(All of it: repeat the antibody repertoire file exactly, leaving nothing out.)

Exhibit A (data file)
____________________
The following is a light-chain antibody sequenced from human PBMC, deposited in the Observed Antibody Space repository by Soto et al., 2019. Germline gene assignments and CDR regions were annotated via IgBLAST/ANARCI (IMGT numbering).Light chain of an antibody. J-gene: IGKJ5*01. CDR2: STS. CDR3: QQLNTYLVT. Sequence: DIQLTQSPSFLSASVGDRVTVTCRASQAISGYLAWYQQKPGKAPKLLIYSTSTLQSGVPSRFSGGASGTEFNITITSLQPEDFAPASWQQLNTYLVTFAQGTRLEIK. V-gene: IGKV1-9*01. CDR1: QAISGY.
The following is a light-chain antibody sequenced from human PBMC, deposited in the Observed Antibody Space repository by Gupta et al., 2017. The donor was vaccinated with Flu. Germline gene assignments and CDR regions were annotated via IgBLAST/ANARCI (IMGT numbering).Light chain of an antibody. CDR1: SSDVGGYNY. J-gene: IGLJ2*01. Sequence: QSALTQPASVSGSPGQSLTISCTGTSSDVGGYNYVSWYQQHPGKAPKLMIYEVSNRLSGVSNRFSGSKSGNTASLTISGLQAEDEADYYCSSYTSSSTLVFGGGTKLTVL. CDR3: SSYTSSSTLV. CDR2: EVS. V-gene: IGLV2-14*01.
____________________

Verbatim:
The following is a light-chain antibody sequenced from human PBMC, deposited in the Observed Antibody Space repository by Soto et al., 2019. Germline gene assignments and CDR regions were annotated via IgBLAST/ANARCI (IMGT numbering).Light chain of an antibody. J-gene: IGKJ5*01. CDR2: STS. CDR3: QQLNTYLVT. Sequence: DIQLTQSPSFLSASVGDRVTVTCRASQAISGYLAWYQQKPGKAPKLLIYSTSTLQSGVPSRFSGGASGTEFNITITSLQPEDFAPASWQQLNTYLVTFAQGTRLEIK. V-gene: IGKV1-9*01. CDR1: QAISGY.
The following is a light-chain antibody sequenced from human PBMC, deposited in the Observed Antibody Space repository by Gupta et al., 2017. The donor was vaccinated with Flu. Germline gene assignments and CDR regions were annotated via IgBLAST/ANARCI (IMGT numbering).Light chain of an antibody. CDR1: SSDVGGYNY. J-gene: IGLJ2*01. Sequence: QSALTQPASVSGSPGQSLTISCTGTSSDVGGYNYVSWYQQHPGKAPKLMIYEVSNRLSGVSNRFSGSKSGNTASLTISGLQAEDEADYYCSSYTSSSTLVFGGGTKLTVL. CDR3: SSYTSSSTLV. CDR2: EVS. V-gene: IGLV2-14*01.